There were a number of very moving tributes in the wake of the most recent terrorist attacks in Paris. Two that touched me were Stephen Colbert’s playing of La Marseillaise on the Late Show and Cecily Strong’s bilingual English/French tribute on SNL.
However, in the wake of the tributes, some people had a legitimate gripe: why were there not tributes of any similar magnitude for the ISIS terrorist attack in Beirut only hours earlier. Indeed, Colbert did not play the Lebanese national anthem, nor was there any English/Arabic tribute on SNL. (Trevor Noah, for his part, did on The Daily Show mention Beirut and Kenya along with Paris.)
Some people were speculating racism, or at least a lesser regard for non-white victims. “Beirut bombing killed 44 people, but hardly any coverage in the States. No white people died,” said Lebanese-American pornographer Abbey Enna on Twitter.
In the same vein, some people suspected a similar reason for there being less coverage of a terrorist attack in Nigeria that also occurred around the same time. “Compare Paris to…Nigeria where Boko Haram had unleashed terror on innocent people with a significant people with a significantly higher death toll. Seems to me that some people’s lives are worth much more than others,” said Umunna Cosmas in the comments section of an Al Jazeera article. And in an eerie foreshadowing, in January some questioned why the terrorist attack in Paris, including the Charlie Hebdo attack, which resulted in 17 people dead, drew far more attention than a massacre in Baga, Nigeria by Boko Haram a few days earlier, where an initial rough estimate placed the death toll around 2,000.
(I contacted the respective spokespeople for Saturday Night Live and The Late Show with Stephen Colbert, and received no response from either.)
And this is far, far from the first time the news media has been accused of not covering something due to prejudices. Some bloggers have asserted the media pays less attention to black female victims of police brutality. Black activist and writer Verónica Bayetti Flores believes it is because of sexism, along with racism, xenophobia, and transphobia:
The truth is that, in the predominantly male-led civil rights organizations who lead efforts to respond to police brutality, in the male-dominated media that covers them, and in the hearts and minds of many people in this country, women who are of color, who are sex workers, undocumented immigrants, transgender (or, god forbid, more than one of those at once) are rarely candidates for “innocence,” and are often blamed for their own deaths, forgotten, or hardly counted at all. Women of color who are targeted by the police, and Black women in particular, are seen as so disposable, so far from being moral actors, that their lives and deaths are just passed over by the mainstream — their victimization and murder just another facet of the American landscape.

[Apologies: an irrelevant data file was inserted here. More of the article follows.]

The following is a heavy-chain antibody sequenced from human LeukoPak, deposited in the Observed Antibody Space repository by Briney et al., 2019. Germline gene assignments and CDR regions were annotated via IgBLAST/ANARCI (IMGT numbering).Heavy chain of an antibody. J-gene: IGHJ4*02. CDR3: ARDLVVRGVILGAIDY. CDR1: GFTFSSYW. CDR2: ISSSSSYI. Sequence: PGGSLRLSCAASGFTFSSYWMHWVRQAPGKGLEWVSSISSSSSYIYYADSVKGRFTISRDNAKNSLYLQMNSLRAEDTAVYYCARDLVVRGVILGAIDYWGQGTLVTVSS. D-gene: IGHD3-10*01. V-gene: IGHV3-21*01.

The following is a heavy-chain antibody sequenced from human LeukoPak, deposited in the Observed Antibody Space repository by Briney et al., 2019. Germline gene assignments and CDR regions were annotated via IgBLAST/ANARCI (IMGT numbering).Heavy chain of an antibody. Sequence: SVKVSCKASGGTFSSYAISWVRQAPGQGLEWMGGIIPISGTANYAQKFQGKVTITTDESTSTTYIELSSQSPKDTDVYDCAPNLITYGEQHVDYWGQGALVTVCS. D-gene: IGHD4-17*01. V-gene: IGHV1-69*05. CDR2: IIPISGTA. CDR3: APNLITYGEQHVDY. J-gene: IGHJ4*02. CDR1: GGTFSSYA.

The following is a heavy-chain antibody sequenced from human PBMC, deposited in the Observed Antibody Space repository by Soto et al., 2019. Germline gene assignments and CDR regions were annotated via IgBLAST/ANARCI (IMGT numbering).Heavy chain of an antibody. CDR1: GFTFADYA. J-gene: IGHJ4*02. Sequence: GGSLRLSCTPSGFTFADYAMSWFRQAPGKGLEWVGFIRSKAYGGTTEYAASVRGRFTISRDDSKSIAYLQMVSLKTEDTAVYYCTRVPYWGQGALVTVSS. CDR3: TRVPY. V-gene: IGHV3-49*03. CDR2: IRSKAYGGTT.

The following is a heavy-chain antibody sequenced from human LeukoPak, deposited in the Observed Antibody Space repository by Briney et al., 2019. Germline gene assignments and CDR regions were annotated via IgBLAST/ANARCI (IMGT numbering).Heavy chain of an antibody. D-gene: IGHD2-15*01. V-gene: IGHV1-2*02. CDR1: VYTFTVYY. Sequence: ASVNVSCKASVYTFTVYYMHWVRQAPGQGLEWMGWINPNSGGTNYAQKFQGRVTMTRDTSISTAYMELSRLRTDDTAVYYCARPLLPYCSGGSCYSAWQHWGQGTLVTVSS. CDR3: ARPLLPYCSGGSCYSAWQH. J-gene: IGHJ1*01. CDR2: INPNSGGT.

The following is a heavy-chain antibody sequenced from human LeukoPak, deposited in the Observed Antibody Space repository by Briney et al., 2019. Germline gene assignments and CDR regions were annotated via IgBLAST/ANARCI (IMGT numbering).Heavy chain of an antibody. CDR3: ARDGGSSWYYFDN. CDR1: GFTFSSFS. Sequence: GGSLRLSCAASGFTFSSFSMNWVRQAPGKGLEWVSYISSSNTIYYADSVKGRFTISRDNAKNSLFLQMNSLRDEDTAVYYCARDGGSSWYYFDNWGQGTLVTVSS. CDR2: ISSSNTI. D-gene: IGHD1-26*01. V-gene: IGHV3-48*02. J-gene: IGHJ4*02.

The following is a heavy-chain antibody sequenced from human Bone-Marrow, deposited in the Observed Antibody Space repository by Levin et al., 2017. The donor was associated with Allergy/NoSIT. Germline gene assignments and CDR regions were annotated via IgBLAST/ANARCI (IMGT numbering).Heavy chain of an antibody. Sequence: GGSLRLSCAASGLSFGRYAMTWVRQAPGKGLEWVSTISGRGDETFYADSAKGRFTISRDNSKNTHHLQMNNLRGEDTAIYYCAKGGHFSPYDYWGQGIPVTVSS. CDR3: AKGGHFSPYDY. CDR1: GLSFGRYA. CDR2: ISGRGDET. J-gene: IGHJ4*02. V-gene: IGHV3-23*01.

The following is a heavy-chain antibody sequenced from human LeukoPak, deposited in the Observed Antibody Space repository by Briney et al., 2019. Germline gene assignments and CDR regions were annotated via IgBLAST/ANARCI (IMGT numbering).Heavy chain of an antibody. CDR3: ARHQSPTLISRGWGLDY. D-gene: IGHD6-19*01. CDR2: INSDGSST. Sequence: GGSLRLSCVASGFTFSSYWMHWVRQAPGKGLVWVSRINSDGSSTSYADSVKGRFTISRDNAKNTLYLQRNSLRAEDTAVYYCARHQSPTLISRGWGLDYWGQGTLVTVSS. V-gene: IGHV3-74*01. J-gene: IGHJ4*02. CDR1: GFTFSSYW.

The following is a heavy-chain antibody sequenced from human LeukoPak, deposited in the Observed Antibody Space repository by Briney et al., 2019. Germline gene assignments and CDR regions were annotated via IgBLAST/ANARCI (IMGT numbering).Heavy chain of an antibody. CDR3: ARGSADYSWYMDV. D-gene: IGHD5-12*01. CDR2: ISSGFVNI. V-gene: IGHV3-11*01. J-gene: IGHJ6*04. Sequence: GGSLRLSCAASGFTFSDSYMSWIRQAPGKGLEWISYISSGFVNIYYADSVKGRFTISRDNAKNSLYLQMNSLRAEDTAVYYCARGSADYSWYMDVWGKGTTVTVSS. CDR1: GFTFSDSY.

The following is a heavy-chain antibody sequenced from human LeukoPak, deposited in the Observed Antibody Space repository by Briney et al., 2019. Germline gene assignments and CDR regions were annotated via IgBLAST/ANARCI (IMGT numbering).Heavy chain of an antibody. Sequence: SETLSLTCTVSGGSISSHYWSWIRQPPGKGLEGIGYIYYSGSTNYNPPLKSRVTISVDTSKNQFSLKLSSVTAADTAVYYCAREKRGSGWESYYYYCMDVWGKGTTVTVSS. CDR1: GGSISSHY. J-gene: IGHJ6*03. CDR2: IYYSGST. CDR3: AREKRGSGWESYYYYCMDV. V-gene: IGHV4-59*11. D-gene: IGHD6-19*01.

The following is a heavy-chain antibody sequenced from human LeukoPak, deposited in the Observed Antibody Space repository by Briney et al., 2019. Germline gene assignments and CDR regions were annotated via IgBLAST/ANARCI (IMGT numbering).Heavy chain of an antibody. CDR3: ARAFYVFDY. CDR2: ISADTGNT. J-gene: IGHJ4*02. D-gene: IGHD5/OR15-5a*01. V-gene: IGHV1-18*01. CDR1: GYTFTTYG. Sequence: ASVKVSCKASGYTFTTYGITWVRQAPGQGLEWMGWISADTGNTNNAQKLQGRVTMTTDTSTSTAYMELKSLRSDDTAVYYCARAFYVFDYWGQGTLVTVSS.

Many supporters of Israel also insist there is bias in media coverage and activism surrounding the country. Pundits such as Norman Podhoretz and Alan Dershowitz point out that far, far more Muslims are in humanitarian crises in Syria, Sudan, even Burma, than are in Palestine. But there is not nearly as many protests or coverage on those conflicts.
So are there really ingrained biases that cause us and the news media to sympathize with some plights and not others? Well, it seems there is at least some truth to that. In a 2012 study, researchers found that Arabs and Israelis’ brains showed more excitation in areas associated with empathy when told stories of their own people suffering, compared to those of each other’s demographics. And their brains equally showed less empathy when told of suffering in South America. Likewise, a 2013 study found that participants’ brains showed more empathic activity when viewing pain inflicted on someone of the same race.
But while that may be a factor to an extent, ultimately I do not think there are deep-seated prejudices dictating what the media covers. Checking the New York Times, I found over 1,100 articles last year mentioning Boko Haram, despite Ms. Enna’s plaint that the American media only focuses on white deaths or Mr. Cosmas’s that the media ignores Nigeria. And there has certainly been recent coverage of police brutality toward black women. Off the top of my head, there was Sandra Bland, the young women at a pool party in McKinney, Texas, and a young woman in South Carolina violently tossed in a classroom. And there certainly is substantial coverage of Muslims suffering outside of Israel, like the aforementioned Nigeria coverage.
Honestly, I do not think our newsrooms are all stocked with bigots. I think, at the end of the day, there is a major randomness to what ends up covered by the news. This statement from an opinion piece by Sudanese-born Londoner Nesrine Malik sums it up well: “What is news and what is not is a complicated algorithm that doesn’t necessarily fall along the lines of white deaths bad, others indifferent.”
But I would put it more bluntly: it’s a crapshoot what ends up in the news and what does not.